The Ancient Library

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On this page: Prothyron – Protogenes – Provincia



Pr6thjr5n. See house (Greek).

Prot6g6nes. A celebrated Greek painter of Caunus in Caria, who lived for the most part at Rhodeg, in the time of Alexander the Great and his first successors. He died 300 B.C. His poverty seems to have prevented him from attending the school of any of the celebrated masters of his age, for no one is named as his instructor. He long remained poor until the unselfish admiration which his contemporary and brother painter Apelles showed for his works raised him in riper years to great celebrity. His works, owing to the excessive care he bestowed on them, were few in number; but their per­fect execution led to their being ranked by the unanimous voice of antiquity among the highest productions of art. His most cele­brated works were a Besting Satyr, and also a painting representing the Rhodian hero lalysus. On the latter he spent seven or, according to others, as many as eleven years. To insure its permanence he covered it with four distinct coats of paint, so that when the upper coating perished the lower might takes its place [Pliny, N. H., xxxv 101-105].

Provincla. A Roman term implying, (1) a sphere of duty, especially that assigned to a consul or prsetor, within which he exer­cised his imperlum.

(2) A territory acquired by the Romans outside the limits of Italy, subject to the payment of taxes and administered by a governor. Under the Republic, the organiza­tion of a conquered land as a province was managed by the conquering general, with the advice of a commission of ten senators, who were nominated by the Senate and received their instructions from that body. The previous administration was altered as little as possible, so far as it was not in conflict with the interests of Rome. The lex provincial thus established fixed for the future the form of government. The first provinces were Sicily (from 241 B.c) and Sardinia with Corsica (from 231). Their number rose under the Republic to fifteen, i.e. (besides the two already mentioned), the two provinces of Spain (Ulterior and CUertor), Illyria, Maceddnia, Achala, Asia Minor, the two Gauls (Transalplna and Cisalplna), Bithynia, Cyrene and Crete, Cllicla, Sj'ria. Their governors were either propraetors (at first praters) or proconsuls. The Senate decided which provinces were to be consular, which praetorian; and the consuls and praetors had their respective provinces assigned to them by lot. In the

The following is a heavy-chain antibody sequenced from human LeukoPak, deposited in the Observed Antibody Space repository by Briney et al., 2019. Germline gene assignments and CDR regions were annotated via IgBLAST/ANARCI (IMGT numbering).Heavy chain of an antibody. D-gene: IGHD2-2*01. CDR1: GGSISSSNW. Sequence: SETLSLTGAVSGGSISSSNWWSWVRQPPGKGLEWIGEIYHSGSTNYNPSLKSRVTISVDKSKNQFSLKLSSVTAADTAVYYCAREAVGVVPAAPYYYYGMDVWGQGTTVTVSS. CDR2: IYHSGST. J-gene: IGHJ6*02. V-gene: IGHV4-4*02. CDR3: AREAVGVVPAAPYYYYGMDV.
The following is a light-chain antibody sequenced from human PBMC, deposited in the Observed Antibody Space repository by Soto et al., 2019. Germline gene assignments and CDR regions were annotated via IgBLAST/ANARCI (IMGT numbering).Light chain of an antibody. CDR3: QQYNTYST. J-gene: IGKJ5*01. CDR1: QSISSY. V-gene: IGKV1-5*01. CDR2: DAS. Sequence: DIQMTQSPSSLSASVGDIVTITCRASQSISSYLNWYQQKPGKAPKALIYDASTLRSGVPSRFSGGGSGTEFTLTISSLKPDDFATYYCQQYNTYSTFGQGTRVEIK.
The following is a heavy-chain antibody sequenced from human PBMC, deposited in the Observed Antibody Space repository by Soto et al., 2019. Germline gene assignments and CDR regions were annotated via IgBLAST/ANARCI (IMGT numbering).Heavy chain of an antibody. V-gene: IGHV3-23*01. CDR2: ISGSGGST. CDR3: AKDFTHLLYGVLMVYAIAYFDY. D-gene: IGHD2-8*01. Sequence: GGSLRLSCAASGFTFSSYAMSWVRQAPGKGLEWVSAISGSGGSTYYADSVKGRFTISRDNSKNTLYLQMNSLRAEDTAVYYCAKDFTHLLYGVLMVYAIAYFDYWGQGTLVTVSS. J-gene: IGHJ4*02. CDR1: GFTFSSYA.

case of the consuls this was done imme­diately after their election ; in the case of the praetors, after their actual accession to office. When their year's office was com­pleted, they proceeded as proconsuls and propraetors to their provinces, and stayed there a year until they were relieved by their successors, unless, as frequently hap­pened, it proved necessary to prolong their imperium.

ft was towards the end of the Republic (52 B.C.), that it became a rule that no consul or prsetor should be allowed to be governor of a province until five years after he had ceased to hold his office. The Senate also settled for every governor his supply of money, troops, ships, and sub­ordinates. These last included one or more legdti, a quaestor, and a numerous staff. In the governor's hands was concentrated the entire administrative power over the province. He commanded the garrison troops, he had the right of raising a levy of Roman citizens and provincials alike, and of making requisitions to obtain the means for war. He also possessed jurisdic­tion in criminal and civil cases, in the former, with power of life and death, except that Roman citizens had the right of appeal (provocdtiO). While it was carefully pre­scribed how much the governors could require from the provincials for the support of their person and attendants, their powers made it possible for them to enrich them­selves by all manner of extortion, and this became the rule to a most extraordinary extent. Against such oppression the pro­vincials had no protection, so long as the governor's office lasted. It was only on its termination that they could in earlier times lay a complaint before the Senate, wbich seldom led to anything; while, after U9 B.C., they had open to them the procedure of bringing a charge of extortion, which was attended with great difficulty and expense. (See repetundarum crimen,) These extortions were repeated anew year after year, together with the exorbitant demands of the tax-collectors (see publi-cani) ; and the governors, when invoked

j against them, in spite of their authority, rarely ventured to interpose, from fear of the equestrian plutocracy. The result was,

i that, at the end of the Republic, the pro­vinces were in absolute poverty. A real improvement in their condition was brought

i about by the regulations enforced under the Empire, when some provinces attained

I a high pitch of prosperity.

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